Statoil - Norwegian German Cooperation in Changing Energy Markets - Anders Marvik
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Presentation at the 17th German Norwegian Energy Forum in Berlin 2013

Presentation at the 17th German Norwegian Energy Forum in Berlin 2013

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Statoil - Norwegian German Cooperation in Changing Energy Markets - Anders Marvik Presentation Transcript

  • 1. Norwegian/German cooperation in changing energy markets VP Anders Marvik, German Norwegian Energy Forum
  • 2. Statoil in Germany • • First gas delivered 1977 Three pipelines from Norway directly accessing the German market Currently delivering more than 20bcm, a ~25% share in a 81bcm market* Arctic Circle • Diversified sales portfolio ‒ Large utility companies ‒ Industry ‒ Trading (NCG and Gaspool) ‒ Gas to power ‒ Stadtwerke Emden/ Dornum • Presence in infrastructure GasPool NCG German gas hubs * 2012 data. Source: Statoil analysis, IHS CERA. 2
  • 3. A solid basis for gas supplies to Europe and Germany • The Norwegian Continental Shelf is Europe’s largest gas producing area 120 100 80 • Fuels Europe’s and Germany’s economy and contributes to its competitiveness 60 40 • Future prospects is one of interdependence. The NCS offers vast reserves at Europe’s doorstep and demand is key to drive development 3 0 1977 1978 1979 1980 1981 1982 1983 1984 1985 1986 1987 1988 1989 1990 1991 1992 1993 1994 1995 1996 1997 1998 1999 2000 2001 2002 2003 2004 2005 2006 2007 2008 2009 2010 2011 2012 2013 2014 2015 2016 20 Norwegian gas exports 1977-2016 in bcm Forecast for 2012-2016 Sales gas at 40 MJ/Sm³ Source: Norwegian Petroleum Directorate
  • 4. Norwegian natural gas exports in 2011 • Pipeline accounts for 95.7% • Two core markets, UK and D • LNG allows for tapping into high growth Asian markets albeit long distances Source: Gassco / Norwegian Petroleum Directorate 4
  • 5. German natural gas imports • Growth (2000 – 2011) − Total Imports: +26% or +2.3% per year − Norway: +62% or +5.7% per year • Shares (2011): − Russia: 39.8% − Norway: 34.4% − Netherlands: 22.1% • Transit • Traded markets 5 4000 3500 3000 2500 2000 1500 1000 500 0 2000 2002 2004 Total Imports Norway Other 2006 2008 2010 Russia Netherlands Source: BAFA, units in PJ
  • 6. German import dependency by energy source • Natural Gas is Germany’s Western European fuel: • Germany covers two thirds of its gas supply from domestic and Western European sources… 100 31% 80 73,4% 60 68,1% Crude oil Hard coal 100% 40 20 • …but relies on non-EEA imports for more than two thirds of its hard coal consumption 0 Uranium* Domestic Other EU Norway Natural gas Imports from outside EEA * Enriched in EU Source: own calculations based on BAFA and AGEB; 2011 data 6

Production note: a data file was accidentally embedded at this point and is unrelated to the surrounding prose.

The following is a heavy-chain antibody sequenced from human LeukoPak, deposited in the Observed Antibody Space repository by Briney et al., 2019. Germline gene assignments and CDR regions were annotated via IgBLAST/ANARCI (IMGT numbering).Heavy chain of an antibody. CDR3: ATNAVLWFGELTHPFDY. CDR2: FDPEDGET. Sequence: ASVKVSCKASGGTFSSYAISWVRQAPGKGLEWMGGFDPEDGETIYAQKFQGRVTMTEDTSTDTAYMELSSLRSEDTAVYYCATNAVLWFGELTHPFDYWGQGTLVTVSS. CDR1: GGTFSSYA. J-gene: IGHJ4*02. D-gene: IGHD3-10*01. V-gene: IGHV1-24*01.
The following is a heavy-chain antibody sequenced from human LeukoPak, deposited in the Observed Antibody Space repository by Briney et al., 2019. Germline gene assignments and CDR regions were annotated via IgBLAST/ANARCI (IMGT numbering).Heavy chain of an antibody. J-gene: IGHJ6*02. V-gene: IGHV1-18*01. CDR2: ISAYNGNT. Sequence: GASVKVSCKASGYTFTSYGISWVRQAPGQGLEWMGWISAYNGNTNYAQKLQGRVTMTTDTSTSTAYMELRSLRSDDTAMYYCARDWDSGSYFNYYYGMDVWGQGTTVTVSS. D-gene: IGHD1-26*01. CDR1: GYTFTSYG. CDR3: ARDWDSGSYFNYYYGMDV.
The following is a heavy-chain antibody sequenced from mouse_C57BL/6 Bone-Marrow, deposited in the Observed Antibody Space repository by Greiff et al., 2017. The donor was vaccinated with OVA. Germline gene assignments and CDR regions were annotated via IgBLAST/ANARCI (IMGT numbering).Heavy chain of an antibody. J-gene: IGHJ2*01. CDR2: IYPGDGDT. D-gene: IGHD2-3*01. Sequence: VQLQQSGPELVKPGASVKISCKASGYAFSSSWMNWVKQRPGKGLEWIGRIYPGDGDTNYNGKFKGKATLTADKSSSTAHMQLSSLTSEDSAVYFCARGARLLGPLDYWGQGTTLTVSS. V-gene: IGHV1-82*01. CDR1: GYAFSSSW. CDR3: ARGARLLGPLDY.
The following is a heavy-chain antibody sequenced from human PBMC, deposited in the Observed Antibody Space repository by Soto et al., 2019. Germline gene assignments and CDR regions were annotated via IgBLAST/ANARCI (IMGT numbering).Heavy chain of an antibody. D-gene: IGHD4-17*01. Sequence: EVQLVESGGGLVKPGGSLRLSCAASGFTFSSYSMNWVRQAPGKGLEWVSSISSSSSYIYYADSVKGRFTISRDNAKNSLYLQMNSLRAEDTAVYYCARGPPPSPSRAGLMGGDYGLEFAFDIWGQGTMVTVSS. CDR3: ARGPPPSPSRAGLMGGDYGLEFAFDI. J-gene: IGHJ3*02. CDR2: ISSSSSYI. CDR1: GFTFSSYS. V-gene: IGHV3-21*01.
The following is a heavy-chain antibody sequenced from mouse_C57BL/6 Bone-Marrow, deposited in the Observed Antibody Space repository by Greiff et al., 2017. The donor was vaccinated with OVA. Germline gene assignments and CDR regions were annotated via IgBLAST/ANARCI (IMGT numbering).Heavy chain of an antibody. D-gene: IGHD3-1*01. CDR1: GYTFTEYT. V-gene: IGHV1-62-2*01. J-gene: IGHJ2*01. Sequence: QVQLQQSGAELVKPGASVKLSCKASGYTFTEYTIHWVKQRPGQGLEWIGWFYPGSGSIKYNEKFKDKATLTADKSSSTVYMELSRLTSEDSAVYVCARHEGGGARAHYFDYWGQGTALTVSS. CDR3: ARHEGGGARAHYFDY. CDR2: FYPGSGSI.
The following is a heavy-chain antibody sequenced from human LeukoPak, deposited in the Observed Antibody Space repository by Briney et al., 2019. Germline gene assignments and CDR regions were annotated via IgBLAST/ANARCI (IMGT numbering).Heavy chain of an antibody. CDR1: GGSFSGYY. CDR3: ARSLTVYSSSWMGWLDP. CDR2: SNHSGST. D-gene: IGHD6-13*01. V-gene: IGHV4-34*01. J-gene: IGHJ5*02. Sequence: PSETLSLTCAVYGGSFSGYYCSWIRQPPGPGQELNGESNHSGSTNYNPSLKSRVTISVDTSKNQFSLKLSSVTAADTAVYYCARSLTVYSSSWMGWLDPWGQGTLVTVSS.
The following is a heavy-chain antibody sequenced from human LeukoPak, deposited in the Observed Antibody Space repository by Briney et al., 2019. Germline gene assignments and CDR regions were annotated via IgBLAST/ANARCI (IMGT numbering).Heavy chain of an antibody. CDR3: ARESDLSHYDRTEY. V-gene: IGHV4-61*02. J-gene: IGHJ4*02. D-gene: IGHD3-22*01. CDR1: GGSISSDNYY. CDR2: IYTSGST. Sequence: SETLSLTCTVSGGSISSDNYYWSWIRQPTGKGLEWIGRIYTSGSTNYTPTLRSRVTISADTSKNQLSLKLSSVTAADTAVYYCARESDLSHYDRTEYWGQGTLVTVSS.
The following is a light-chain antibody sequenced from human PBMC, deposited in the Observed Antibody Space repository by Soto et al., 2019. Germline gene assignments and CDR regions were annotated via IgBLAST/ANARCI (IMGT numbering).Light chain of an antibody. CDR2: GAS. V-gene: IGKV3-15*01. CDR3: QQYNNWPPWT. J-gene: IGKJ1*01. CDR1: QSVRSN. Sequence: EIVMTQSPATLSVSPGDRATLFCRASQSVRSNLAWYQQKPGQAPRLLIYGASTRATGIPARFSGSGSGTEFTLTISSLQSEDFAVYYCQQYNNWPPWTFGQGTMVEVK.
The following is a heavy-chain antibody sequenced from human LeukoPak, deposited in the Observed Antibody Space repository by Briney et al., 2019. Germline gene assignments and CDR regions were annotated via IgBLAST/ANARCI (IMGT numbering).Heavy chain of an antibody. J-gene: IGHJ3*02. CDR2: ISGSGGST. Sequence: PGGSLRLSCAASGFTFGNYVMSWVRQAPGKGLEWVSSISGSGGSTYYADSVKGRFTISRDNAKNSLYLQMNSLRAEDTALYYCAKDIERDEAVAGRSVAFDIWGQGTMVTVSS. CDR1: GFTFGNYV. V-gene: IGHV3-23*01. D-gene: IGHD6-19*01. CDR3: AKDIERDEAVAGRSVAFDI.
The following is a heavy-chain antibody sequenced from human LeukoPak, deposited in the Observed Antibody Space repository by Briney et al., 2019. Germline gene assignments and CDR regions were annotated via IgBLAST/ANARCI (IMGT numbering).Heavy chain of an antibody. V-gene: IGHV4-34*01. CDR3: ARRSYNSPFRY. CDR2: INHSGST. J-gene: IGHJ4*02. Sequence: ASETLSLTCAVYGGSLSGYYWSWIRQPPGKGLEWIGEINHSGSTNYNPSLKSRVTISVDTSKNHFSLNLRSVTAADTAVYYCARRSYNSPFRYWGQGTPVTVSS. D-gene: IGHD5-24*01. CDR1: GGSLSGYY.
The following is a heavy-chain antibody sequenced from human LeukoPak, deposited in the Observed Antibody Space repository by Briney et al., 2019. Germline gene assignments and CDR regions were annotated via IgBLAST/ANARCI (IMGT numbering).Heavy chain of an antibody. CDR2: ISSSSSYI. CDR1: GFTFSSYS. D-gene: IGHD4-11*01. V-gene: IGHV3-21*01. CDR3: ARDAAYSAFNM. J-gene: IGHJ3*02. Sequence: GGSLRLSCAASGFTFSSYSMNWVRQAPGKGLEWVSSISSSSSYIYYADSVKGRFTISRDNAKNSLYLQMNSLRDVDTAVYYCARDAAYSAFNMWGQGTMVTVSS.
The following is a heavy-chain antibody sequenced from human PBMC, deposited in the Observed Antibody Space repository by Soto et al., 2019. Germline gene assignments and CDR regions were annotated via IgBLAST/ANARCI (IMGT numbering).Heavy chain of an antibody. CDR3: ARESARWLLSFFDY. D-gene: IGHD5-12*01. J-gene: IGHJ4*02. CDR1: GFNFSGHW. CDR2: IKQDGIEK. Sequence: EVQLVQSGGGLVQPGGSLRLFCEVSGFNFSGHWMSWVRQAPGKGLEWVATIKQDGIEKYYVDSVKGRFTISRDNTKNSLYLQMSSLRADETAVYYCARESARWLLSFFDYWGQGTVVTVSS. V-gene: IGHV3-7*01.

• 7. The deal with Stadtwerke Düsseldorf • Stadtwerke Düsseldorf AG or “SWD”: − 1.8 B€ Sales in 2012 with 1700 employees − 16 TWh power and 12 TWh gas portfolio − Ownership structure: 55% ENBW; 25% Düsseldorf town; 20% Cologne town • Project: − CCGT/CHP capacity 580 MWel and 300th − Efficiency 55% HHV (world class) − Start Date:  January 2016 − Replacement of existing aging plant • Concept: − Risk and award sharing arrangement − Linked to a mix of power, CO2 and natural gas commodity prices − Allows economic operation of the plant 7
  • 8. Statoil/Wintershall partnership Gas sales contract Asset sale and swap Norway • 10 year contract • Wintershall acquires stakes in Brage, Vega and Gjøa fields • 45 billion cubic meter of gas • Competitive hub pricing • More than 6% of the total German gas consumption • 2 million homes or 9 power stations • Statoil acquires stakes in Edvard Grieg fields • 39.000 barrels a day • USD 100 million cash deal • High potential upsides in new areas and for future prodcution and value 8
  • 9. German policy must be more explicit on gas • • 9 IEA is urging Germany to clarify the role of gas in the Energiewende Bundesnetzagentur capacity scenarios imply that emissions target will be missed Coal is likely to be more costly than gas in the long run 90 Installed thermal capacity (GW) • 90% 80 80% 70 70% 60 60% 50 50% 40 40% 30 30% 20 20% 10 10% 0 Power sector emissions (relative 1990) BNetzA capacity forecast and associated emissions Nuclear Lignite Coal Gas Calculated emissions Targeted emissions 0% 2012 2024 2034 Source: Bundesnetzagentur (Szenariorahmen 2013; Scenario B),Statoil
  • 10. Natural gas is crucial for the Energiewende Power generation mix to reach Energiewende targets • Meeting the emissions target requires a higher market share for gas Coal and lignite generation must be scaled down 100% 700 90% 600 80% 500 70% 60% 400 50% 300 40% 30% 200 20% 100 10% 0 0% 2012 2020 Power sector emissions (relative 1990) • Renewables need to be complemented by flexible power plants Power generation (TWh) • Other Coal Gas Nuclear Renewables Emissions 2030 Source: IHS CERA, Statoil 10
  • 11. Norwegian/German cooperation in changing energy markets Anders Marvik VP head of EU Political Affairs anma@statoil.com www.statoil.com 11